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How to Docker: Remove Docker, Containers, Images, and Volumes

Docker has gained popularity enough to become a tool and an asset to create and store applications nearly flawlessly. With Docker, you don’t need to worry about compatibilities and environments. In this article, we’ll show you some basics of Docker: remove a container, images, and more!

How to Remove Images in Docker

Remember, before using Docker, you need to have it installed on your VPS. You can access your server with PuTTY! If you’re having trouble, check out our tutorial!

Docker: Remove Images

Apply the –a option to view a single or multiple images with an Image ID of every single image within the system.

From this rundown, pick the IDs of the image that you need to dispose of, afterwards using the rmi command, as displayed in the example below.

You can select multiple images by choosing their Image IDs. The following commands help remove one, specific or different files:

Command to view the list:

$ docker images –a

Command to remove an image:

$ docker image rmi <image_id>

Command to remove multiple images:

$ docker images rmi <image_id> <image_id>

Docker: Remove Dangling Images

Dangling images are the ones that have no relation to tagged images. Normally these images are unused and only use up disk space. We can find them by using the -f filter option with the string dangling=true. They can be purged afterwards.

To view dangling images use the below command:

$ docker images –f dangling=true

To delete or remove dangling images use:

$ docker images purge

Docker: Remove Images by Pattern

Removing certain images as indicated by our decision is easy and fast in Docker. We have to run specific commands inside the terminal to see the list of many pictures along with the matched pattern.

Then we will use the awk command with the Image ID to erase the specific picture.

If we want to remove images according to a specific pattern, we can do it in just a few commands! First, we’ll need to use Docker along with a grep command to list the images, then delete them with the awk command.

To specify your pattern in the terminal use:

$ docker images –a | grep "pattern"

To remove the image use:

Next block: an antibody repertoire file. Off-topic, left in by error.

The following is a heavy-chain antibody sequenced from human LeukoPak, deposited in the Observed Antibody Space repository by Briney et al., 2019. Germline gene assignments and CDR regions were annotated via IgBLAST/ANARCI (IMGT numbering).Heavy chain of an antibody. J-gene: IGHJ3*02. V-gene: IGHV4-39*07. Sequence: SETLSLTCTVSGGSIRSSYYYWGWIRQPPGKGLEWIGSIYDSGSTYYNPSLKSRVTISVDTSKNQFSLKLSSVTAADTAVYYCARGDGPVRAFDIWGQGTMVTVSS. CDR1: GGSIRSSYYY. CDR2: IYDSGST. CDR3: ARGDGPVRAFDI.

$ docker images –a | grep "<ImageId>" | awk '{<Print $1>}' | xargs docker rm

Docker: Remove Container

To remove a container in Docker you have to follow steps similar to when removing an image. First, use the -a option to list the containers, then use the rm command to delete a single, or multiple containers:

To view containers use:

$ docker container -a

To remove a single container use the below command:

$ docker container rm <container ID>

For deleting multiple containers, type:

$ docker container rm <container ID> <container ID>

Docker: Remove Container When Exiting an Application

If you don’t require a container after creating it, then simply use the –rm command to delete it.

$ docker run –-rm <container_name>

Docker: Remove Container by Pattern

To view all containers that matches your pattern use the below command. The process is nearly identical to what you would use to remove images by pattern:

$ docker ps -a |  grep "pattern”

Next, just use the rep command along with awk to remove the container:

$ docker ps -a | grep "pattern" | awk '{print $1}' | xargs docker rmi

Docker: Remove Volumes

Use the ls command to look at the list volumes, and check the volume names of the ones you want to remove. Afterwards, use the rm command as show in the example:

List volumes:

$ docker volume ls

Remove single or multiple volumes:

$ docker volume rm <volume_name> <volume_name>

Docker: Remove Dangling Volumes

Volumes don’t exist without containers. If you remove containers, and leave volumes empty, they won’t be automatically removed. To remove these volumes we can follow a process similar to removing dangling images:

First, we can list all the dangling volumes with the -f filter option, then use the prune command to remove the dangling ones.

List dangling volumes:

$ docker volume ls –f dangling=true

Remove dangling volumes:

$ docker volume prune

Docker: Remove Container and Its Volume

Nameless volumes can be deleted with their containers by using the  –v option:

$ docker rm -v <container_name>

Wrap Up

Docker allows you to work in a chaos free environment. But after using Docker for a longer period of time, you might have leftover images, volumes and containers that are only taking up valuable disk space. In this tutorial, we showed you some basics of Docker: remove containers, images, volumes according to different specifications.

We hope this guide helps you keep a tidy development workflow! See you in the next one!

About the author

Edward S.

Edward is Hostinger's copywriter. He's an expert communicator with years of experience in IT as a writer, marketer, and Linux enthusiast. IT is a core pillar of his life, personal and professional. Edward's goal is to encourage millions to achieve an impactful online presence. He also really loves dogs, guitars, and everything related to space.

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